Obama initiative encourages solar in poor neighborhoods

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Solar energy is the perfect solution to providing low-cost power to the poorest people and to reducing greenhouse gas emissions. If only we could find a way to encourage solar adoption where it would make the most difference...

The Obama administration is announcing a new initiative today that will encourage solar energy development in the poorest communities.

Rooftop solar installations are not just for the rich. In fact, Sunrun studies have revealed that the majority of people installing solar panels in California live in solidly middle class zip codes. That evolution began with a simple policy shift that allowed homeowners to lease rooftop solar systems and save on their energy bills without having to make major upfront investments.

Now, the Obama administration aims to make solar energy accessible to low-income Americans as well. How? A few simple policy shifts could make a big difference.

Most low-income Americans don’t own their homes. It’s nearly impossible to sign a long-term contract to make modifications to a home if the person signing the contract doesn’t own the home.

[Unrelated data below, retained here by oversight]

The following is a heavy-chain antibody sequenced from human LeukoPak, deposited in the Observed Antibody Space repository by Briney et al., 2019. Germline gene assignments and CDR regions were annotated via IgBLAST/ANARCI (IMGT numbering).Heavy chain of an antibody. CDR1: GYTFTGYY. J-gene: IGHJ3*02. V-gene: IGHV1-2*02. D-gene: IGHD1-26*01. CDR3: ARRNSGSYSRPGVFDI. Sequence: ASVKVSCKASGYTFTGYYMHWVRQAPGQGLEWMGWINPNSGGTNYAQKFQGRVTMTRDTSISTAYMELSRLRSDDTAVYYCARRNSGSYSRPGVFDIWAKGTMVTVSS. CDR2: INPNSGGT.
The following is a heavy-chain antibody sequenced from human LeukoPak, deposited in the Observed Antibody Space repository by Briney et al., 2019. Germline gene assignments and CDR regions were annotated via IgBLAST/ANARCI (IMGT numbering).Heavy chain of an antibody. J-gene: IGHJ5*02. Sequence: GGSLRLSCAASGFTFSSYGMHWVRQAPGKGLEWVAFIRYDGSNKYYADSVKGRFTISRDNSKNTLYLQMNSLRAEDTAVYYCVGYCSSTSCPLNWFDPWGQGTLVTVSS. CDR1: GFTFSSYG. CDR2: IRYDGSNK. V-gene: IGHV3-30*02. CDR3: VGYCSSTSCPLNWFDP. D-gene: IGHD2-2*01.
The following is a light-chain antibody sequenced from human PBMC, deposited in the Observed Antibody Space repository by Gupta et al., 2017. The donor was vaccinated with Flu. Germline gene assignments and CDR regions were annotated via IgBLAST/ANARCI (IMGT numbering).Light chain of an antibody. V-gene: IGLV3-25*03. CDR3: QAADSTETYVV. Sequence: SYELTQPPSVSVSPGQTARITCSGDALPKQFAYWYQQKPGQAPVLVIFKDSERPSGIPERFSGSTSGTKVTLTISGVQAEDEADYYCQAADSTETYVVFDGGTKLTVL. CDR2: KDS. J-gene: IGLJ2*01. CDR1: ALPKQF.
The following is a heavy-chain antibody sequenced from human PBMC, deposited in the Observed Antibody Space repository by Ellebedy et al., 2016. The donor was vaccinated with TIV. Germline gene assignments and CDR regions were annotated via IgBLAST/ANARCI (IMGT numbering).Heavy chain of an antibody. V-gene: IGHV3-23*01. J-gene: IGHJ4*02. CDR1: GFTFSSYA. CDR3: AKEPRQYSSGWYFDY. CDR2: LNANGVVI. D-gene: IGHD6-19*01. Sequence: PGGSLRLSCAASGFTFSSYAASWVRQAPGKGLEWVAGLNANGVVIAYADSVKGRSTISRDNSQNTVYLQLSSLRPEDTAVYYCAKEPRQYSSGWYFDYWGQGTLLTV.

Community solar projects provide a simple and elegant solution. When solar gardens are constructed in central areas and anyone can purchase or lease power from them, it enables even renters to take advantage of the environmental and economic savings solar provides. The Obama administration is expected to announce new regulations that will make community solar projects easier and more affordable to construct.

“We think it’s important for everybody to have access to solar energy,” said Brian Deese, a senior White House adviser in a press announcement.

On top of providing low-cost and environmentally friendly energy, the initiative aims to generate new jobs for solar installers and technicians that will bolster poorer communities.

The administration is also expected to talk about initiatives to work with local housing authorities in cities throughout the country. New funding and lending programs will make it more affordable for agencies to install rooftop solar panels on subsidized housing in order to offset steep electric bills for the low-income families that live there.

The announcements today are in tandem with the President’s climate change strategy. He aims to triple the amount of rooftop solar installed on subsidized housing by 2020.

He wants to see 300 megawatts of solar installed on subsidized housing by 2020, a dramatic increase from the 100 megawatts he set as a goal in 2013. However, with 180 megawatts already committed, 300 megawatts are realistic.